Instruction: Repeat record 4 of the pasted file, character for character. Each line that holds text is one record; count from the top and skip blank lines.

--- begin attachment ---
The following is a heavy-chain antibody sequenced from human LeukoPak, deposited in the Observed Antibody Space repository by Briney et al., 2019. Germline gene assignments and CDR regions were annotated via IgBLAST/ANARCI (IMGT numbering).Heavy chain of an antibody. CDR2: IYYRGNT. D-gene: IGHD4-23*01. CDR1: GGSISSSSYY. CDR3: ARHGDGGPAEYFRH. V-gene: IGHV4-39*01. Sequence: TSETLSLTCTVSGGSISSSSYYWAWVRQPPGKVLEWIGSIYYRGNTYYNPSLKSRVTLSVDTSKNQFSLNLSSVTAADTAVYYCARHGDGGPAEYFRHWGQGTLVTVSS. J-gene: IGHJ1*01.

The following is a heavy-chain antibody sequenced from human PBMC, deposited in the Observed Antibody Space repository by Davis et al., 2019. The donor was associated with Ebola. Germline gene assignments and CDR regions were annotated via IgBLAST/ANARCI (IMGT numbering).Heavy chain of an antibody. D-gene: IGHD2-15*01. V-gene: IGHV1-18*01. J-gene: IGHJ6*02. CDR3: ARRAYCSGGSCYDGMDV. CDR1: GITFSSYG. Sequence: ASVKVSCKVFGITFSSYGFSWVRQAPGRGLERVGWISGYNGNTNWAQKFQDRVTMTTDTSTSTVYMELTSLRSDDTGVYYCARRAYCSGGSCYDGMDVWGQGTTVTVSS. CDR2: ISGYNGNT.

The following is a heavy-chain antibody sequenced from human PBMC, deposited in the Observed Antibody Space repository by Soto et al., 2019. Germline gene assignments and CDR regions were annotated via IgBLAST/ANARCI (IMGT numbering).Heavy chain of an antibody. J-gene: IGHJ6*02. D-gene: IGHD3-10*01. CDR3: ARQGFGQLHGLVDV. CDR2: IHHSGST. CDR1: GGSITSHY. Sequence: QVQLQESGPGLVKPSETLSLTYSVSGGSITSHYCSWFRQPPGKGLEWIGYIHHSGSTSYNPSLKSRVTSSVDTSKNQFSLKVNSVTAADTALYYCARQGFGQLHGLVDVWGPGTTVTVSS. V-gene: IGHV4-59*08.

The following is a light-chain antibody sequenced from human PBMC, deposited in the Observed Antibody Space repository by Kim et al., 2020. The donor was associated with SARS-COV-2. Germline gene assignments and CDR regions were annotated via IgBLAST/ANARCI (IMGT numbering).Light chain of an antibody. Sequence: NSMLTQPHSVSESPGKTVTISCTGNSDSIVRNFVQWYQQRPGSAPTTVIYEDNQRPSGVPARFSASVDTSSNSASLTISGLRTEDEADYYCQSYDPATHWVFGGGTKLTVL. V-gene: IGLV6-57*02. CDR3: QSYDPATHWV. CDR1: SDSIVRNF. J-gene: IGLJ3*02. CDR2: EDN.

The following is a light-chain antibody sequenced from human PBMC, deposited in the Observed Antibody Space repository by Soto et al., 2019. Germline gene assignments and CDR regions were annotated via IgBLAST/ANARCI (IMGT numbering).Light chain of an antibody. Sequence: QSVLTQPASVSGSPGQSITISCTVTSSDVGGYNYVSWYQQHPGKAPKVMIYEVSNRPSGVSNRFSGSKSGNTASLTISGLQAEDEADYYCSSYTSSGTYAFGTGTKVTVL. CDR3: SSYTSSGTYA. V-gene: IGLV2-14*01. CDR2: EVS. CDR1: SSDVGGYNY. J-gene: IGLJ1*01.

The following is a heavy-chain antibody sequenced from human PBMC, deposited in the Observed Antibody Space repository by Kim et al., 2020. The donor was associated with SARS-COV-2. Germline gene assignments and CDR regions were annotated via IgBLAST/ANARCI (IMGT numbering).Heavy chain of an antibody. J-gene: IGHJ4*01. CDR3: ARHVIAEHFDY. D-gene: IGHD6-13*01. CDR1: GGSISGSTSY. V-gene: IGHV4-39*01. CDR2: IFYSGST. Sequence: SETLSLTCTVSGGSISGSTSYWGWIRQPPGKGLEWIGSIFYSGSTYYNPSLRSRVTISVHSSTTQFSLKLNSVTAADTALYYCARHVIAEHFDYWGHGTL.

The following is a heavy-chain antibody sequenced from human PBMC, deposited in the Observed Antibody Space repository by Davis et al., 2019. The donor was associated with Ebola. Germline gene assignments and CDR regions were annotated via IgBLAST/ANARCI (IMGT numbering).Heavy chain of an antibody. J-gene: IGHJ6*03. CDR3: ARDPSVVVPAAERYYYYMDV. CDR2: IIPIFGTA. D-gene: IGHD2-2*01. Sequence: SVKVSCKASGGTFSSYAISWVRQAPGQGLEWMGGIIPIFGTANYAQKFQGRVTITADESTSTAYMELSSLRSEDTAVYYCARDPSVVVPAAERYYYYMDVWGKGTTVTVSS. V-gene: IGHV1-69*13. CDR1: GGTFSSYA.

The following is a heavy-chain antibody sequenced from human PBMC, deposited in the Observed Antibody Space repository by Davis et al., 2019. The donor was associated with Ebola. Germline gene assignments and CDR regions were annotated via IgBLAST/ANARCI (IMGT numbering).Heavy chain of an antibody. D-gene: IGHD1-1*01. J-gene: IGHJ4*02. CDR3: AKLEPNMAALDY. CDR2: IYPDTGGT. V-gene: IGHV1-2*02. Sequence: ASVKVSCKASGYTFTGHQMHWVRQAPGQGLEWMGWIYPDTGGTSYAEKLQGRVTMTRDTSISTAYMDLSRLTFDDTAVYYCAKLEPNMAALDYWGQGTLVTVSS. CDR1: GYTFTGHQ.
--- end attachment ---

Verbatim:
The following is a light-chain antibody sequenced from human PBMC, deposited in the Observed Antibody Space repository by Kim et al., 2020. The donor was associated with SARS-COV-2. Germline gene assignments and CDR regions were annotated via IgBLAST/ANARCI (IMGT numbering).Light chain of an antibody. Sequence: NSMLTQPHSVSESPGKTVTISCTGNSDSIVRNFVQWYQQRPGSAPTTVIYEDNQRPSGVPARFSASVDTSSNSASLTISGLRTEDEADYYCQSYDPATHWVFGGGTKLTVL. V-gene: IGLV6-57*02. CDR3: QSYDPATHWV. CDR1: SDSIVRNF. J-gene: IGLJ3*02. CDR2: EDN.